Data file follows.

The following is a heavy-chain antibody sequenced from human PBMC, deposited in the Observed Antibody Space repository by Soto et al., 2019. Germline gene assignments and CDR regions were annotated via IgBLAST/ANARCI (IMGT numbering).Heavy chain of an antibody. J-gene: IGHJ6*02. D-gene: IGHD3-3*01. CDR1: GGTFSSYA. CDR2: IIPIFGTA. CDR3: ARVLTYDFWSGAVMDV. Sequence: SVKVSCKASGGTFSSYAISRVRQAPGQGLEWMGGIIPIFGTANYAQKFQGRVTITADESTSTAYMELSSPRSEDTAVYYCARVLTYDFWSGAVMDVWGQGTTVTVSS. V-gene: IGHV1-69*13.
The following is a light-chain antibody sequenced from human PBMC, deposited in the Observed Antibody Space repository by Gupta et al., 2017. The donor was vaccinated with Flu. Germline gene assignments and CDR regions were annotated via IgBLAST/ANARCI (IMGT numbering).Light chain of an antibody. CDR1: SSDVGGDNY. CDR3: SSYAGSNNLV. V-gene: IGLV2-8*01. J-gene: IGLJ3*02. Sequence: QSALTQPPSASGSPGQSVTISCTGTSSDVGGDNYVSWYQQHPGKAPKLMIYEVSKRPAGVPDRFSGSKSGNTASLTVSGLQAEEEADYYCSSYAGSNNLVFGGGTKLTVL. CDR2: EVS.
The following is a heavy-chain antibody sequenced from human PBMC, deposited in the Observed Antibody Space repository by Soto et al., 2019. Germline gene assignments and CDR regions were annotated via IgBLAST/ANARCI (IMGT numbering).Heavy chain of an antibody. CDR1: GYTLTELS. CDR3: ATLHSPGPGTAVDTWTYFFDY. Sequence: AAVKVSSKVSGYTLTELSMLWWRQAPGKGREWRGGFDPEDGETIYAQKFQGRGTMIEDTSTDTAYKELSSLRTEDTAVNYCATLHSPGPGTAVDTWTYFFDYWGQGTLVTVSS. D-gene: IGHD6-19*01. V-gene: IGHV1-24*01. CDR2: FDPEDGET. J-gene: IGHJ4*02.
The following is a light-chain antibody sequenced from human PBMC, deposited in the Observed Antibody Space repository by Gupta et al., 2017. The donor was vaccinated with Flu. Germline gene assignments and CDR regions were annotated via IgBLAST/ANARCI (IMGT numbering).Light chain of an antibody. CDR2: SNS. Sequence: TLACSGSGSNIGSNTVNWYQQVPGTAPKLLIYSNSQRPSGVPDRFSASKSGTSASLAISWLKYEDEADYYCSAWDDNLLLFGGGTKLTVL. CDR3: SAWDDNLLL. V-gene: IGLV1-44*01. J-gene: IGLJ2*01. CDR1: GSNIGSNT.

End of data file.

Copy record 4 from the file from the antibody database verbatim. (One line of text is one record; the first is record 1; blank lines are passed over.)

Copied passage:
The following is a light-chain antibody sequenced from human PBMC, deposited in the Observed Antibody Space repository by Gupta et al., 2017. The donor was vaccinated with Flu. Germline gene assignments and CDR regions were annotated via IgBLAST/ANARCI (IMGT numbering).Light chain of an antibody. CDR2: SNS. Sequence: TLACSGSGSNIGSNTVNWYQQVPGTAPKLLIYSNSQRPSGVPDRFSASKSGTSASLAISWLKYEDEADYYCSAWDDNLLLFGGGTKLTVL. CDR3: SAWDDNLLL. V-gene: IGLV1-44*01. J-gene: IGLJ2*01. CDR1: GSNIGSNT.